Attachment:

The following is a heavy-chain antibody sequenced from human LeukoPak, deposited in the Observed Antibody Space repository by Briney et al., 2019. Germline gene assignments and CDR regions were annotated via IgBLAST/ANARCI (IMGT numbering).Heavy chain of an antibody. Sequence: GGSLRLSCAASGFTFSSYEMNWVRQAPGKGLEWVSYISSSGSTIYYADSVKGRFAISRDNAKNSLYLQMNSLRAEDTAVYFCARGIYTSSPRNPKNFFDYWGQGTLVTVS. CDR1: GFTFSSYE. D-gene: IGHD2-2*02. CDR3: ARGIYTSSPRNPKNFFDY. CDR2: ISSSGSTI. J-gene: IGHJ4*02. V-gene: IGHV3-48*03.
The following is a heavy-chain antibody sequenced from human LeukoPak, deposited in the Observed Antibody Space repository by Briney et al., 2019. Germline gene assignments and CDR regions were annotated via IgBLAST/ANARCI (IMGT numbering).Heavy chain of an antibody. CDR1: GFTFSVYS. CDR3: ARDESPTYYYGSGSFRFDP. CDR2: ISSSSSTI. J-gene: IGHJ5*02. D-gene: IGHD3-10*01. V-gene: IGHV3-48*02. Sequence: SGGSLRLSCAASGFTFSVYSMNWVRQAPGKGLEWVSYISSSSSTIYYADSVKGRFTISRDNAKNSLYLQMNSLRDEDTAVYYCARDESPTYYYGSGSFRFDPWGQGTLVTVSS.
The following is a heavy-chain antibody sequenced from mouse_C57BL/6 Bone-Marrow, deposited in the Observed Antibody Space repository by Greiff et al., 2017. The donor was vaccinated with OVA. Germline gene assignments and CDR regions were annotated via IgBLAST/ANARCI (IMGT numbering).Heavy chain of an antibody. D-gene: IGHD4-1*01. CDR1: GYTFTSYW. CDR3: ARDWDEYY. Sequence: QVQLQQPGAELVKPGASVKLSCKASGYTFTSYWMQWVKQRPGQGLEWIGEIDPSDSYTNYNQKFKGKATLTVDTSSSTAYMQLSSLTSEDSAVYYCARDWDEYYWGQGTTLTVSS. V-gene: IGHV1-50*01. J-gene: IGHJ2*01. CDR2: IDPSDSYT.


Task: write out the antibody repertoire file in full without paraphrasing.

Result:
The following is a heavy-chain antibody sequenced from human LeukoPak, deposited in the Observed Antibody Space repository by Briney et al., 2019. Germline gene assignments and CDR regions were annotated via IgBLAST/ANARCI (IMGT numbering).Heavy chain of an antibody. Sequence: GGSLRLSCAASGFTFSSYEMNWVRQAPGKGLEWVSYISSSGSTIYYADSVKGRFAISRDNAKNSLYLQMNSLRAEDTAVYFCARGIYTSSPRNPKNFFDYWGQGTLVTVS. CDR1: GFTFSSYE. D-gene: IGHD2-2*02. CDR3: ARGIYTSSPRNPKNFFDY. CDR2: ISSSGSTI. J-gene: IGHJ4*02. V-gene: IGHV3-48*03.
The following is a heavy-chain antibody sequenced from human LeukoPak, deposited in the Observed Antibody Space repository by Briney et al., 2019. Germline gene assignments and CDR regions were annotated via IgBLAST/ANARCI (IMGT numbering).Heavy chain of an antibody. CDR1: GFTFSVYS. CDR3: ARDESPTYYYGSGSFRFDP. CDR2: ISSSSSTI. J-gene: IGHJ5*02. D-gene: IGHD3-10*01. V-gene: IGHV3-48*02. Sequence: SGGSLRLSCAASGFTFSVYSMNWVRQAPGKGLEWVSYISSSSSTIYYADSVKGRFTISRDNAKNSLYLQMNSLRDEDTAVYYCARDESPTYYYGSGSFRFDPWGQGTLVTVSS.
The following is a heavy-chain antibody sequenced from mouse_C57BL/6 Bone-Marrow, deposited in the Observed Antibody Space repository by Greiff et al., 2017. The donor was vaccinated with OVA. Germline gene assignments and CDR regions were annotated via IgBLAST/ANARCI (IMGT numbering).Heavy chain of an antibody. D-gene: IGHD4-1*01. CDR1: GYTFTSYW. CDR3: ARDWDEYY. Sequence: QVQLQQPGAELVKPGASVKLSCKASGYTFTSYWMQWVKQRPGQGLEWIGEIDPSDSYTNYNQKFKGKATLTVDTSSSTAYMQLSSLTSEDSAVYYCARDWDEYYWGQGTTLTVSS. V-gene: IGHV1-50*01. J-gene: IGHJ2*01. CDR2: IDPSDSYT.